“This is an overview of post-conceptual and multimedia artist Joseph Nechvatal’s sound collages and experimental music, from 1980s tape experiments to 21st century polymorphous, digital endeavors. Born in Chicago in 1951, Nechvatal studied art and philosophy before relocating to New York City in 1975. During the 1980s, he co-founded the non-profit cultural space ABC NO Rio and avantgarde music series Tellus Audio Cassette Magazine, and took part in many experimental cassette compilations, installation projects and avant-garde live events taking place seemingly everywhere in Lower Manhattan at the time.
I got interested around 2005, collecting Tellus Audio Cassettes and later archiving and documenting them on Ubuweb and Wikipedia, as well as on my own blog—eventually meeting Joseph personally in Paris around 2008, where he now lives. In retrospect, Nechvatal’s artistic career seems to have been a long tight-rope walk over a variety of epidemics, from AIDS-ridden NYC in the 1980s, to his viractuality concept coined at the end of the century, to today’s COVID-19 catastrophe. It is perhaps only natural, then, that his art deals with viruses, and his music with aural degeneration and sonic necrosis—his own personal view, perhaps, of the transient state of life on Earth.
The 1980s were a time of joyous, multifarious sound experiments for Nechvatal, from no wave guitar explorations (Dalychtocracy, 1985), to analog synth music (TRUE and FALSE, 1985), onto multiple tape collages. While all three genres are documented in this anthology, it is in rebus-like, caustic sound collages that Nechvatal reveled and found a vehicle for the shit-loads of flotsam sound detritus in his immediate vicinity. Whether coming from records, radio broadcasts, TV commercials, or political speech, for Nechvatal these aural excreta deserved to be transmogrified and dignified through sound art, just like Antonin Artaud elevated caca, or shit, to mythical, ontological status in his writings from the 1930s and ’40s. It is in this sound art Nigredo—the dark, alchemical art of transmutation, according to Carl Jung—that we might find a key to approach Nechvatal’s recent digital sound works as well.
During the 1992–2002 period, Nechvatal launched his Computer Virus Project for multimedia works created with programming code and auto-generative routines, which led him to exhibit corrupted data as art. From then on, all his work is deemed viral, being based on data manipulation, data corruption and cellular automata. First applied to computer-assisted paintings and video animations, his viractuality concept also ultimately found its way into his music after 2000, with some sound works merely consisting of the sound of a computer virus at work.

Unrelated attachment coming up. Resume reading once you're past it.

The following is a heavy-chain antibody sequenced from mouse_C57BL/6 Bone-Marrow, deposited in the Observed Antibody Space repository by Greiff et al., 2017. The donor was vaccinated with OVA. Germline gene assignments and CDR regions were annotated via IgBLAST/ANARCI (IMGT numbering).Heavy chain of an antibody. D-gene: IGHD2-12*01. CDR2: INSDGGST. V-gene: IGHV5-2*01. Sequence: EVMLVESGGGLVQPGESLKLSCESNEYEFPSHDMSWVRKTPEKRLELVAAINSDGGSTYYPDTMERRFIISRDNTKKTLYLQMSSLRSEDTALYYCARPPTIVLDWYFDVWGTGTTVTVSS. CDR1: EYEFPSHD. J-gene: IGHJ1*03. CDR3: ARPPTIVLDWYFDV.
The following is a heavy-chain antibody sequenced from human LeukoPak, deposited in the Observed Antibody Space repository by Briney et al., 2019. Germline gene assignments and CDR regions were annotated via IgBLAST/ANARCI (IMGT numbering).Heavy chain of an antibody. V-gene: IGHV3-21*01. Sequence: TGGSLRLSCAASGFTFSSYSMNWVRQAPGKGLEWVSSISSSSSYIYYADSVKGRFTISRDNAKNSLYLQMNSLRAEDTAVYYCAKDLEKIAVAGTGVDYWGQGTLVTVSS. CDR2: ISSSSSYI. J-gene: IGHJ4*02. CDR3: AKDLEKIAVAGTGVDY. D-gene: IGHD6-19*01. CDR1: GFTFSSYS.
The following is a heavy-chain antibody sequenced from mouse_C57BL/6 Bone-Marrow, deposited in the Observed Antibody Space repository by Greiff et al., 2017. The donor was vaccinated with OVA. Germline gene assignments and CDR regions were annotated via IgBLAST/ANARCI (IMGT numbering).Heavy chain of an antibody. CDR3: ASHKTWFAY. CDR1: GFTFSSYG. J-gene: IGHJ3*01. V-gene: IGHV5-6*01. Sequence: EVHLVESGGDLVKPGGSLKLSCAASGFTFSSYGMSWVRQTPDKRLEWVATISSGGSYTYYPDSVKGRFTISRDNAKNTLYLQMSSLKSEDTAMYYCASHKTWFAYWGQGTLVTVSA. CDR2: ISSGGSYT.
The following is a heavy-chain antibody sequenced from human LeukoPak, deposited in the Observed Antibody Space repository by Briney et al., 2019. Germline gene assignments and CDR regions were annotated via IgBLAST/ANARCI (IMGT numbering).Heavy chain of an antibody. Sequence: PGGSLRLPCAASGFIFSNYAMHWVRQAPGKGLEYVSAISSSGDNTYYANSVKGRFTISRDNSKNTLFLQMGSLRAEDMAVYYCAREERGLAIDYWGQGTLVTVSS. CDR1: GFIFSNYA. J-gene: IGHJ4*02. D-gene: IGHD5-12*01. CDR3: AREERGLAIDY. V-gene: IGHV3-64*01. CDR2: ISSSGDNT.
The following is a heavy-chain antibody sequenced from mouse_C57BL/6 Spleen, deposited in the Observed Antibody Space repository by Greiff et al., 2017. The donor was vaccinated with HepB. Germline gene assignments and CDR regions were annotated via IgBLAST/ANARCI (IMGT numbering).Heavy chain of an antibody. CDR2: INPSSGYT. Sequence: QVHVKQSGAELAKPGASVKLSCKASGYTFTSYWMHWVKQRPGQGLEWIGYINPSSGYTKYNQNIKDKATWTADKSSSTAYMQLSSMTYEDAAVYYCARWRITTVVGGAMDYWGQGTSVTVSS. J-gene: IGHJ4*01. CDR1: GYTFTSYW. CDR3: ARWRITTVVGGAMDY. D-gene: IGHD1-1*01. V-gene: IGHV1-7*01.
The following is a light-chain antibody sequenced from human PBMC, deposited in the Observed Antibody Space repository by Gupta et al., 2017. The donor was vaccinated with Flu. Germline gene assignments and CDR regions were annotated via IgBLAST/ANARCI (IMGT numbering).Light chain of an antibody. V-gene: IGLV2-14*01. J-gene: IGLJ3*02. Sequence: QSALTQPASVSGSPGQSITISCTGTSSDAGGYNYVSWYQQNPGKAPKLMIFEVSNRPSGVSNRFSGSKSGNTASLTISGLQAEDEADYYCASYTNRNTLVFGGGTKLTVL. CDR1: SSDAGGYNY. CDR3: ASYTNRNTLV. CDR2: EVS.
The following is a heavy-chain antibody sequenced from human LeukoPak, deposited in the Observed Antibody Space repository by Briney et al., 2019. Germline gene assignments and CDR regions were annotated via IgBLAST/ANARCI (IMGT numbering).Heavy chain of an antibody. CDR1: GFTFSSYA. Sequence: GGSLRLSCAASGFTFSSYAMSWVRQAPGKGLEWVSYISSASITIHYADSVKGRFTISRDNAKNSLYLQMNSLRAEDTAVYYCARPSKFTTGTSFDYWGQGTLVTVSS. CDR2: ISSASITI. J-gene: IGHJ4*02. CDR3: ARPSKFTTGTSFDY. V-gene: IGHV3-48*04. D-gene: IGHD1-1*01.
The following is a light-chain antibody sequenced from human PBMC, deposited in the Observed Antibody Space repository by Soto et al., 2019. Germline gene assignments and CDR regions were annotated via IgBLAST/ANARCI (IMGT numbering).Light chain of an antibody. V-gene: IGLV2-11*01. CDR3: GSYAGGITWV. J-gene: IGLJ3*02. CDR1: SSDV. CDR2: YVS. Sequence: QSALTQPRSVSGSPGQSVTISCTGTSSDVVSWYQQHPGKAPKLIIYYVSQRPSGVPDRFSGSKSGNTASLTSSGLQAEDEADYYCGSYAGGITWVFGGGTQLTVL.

In 21st century works, Joseph Nechvatal’s sound art gained density and complexity as he composed longer and increasingly ambitious works. In this respect, the first version of the viral symphOny in 2006 acted as a manifesto and a blueprint for things to come. The viral symphOny is a vast collage of recycled sounds and corrupted audio data given a life of its own by cellular automata procedures and de-generative algorithms, assembled into a constantly shape-shifting, multisonant sound work. A first version was published on CD in 2006, then reworked and reprocessed at various stages in subsequent years, and finally given a complete reshuffle in 2020 under the title OrlandO et la tempête viral symphOny redux suite. During this long incubation period, a team of programmers, AI specialists and sound engineers contributed to the elaboration of the music, which appears to have been cultivated in a sonic Petri dish of some sort, rather than composed in a traditional way.
The spoken word is also a common fixture in Nechvatal’s sound works from later years, be it found sounds, text-to-speech readings by an automaton, or collaboration with readers in the flesh. Texts include his own space-filling prose poetry, his own cut-and-paste word collages, and excerpts from Classical literature, from Ancient Greek authors to Virginia Woolf and Antonin Artaud. The last few years have also seen a renewed interest in sound collage in association with found sounds and computer viruses, culminating in pour finir avec le jugement de dieu viral symphOny plague in 2021, a brilliant sonic transmutation of Antonin Artaud’s 1947 suppressed radio art piece. For Joseph Nechvatal, there is still a lot of shit to turn into gold, and the dark art of Nigredo remains a never-ending sonic process.”
– Laurent Fairon, 2021
In an edition of 100 pro-duplicated tapes with a 6-panel J-card featuring extensive track notes by Nechvatal and liner notes by Laurent Fairon. Digital version of the release on Bandcamp contains two bonus tracks. Mastered by Giuseppe Ielasi.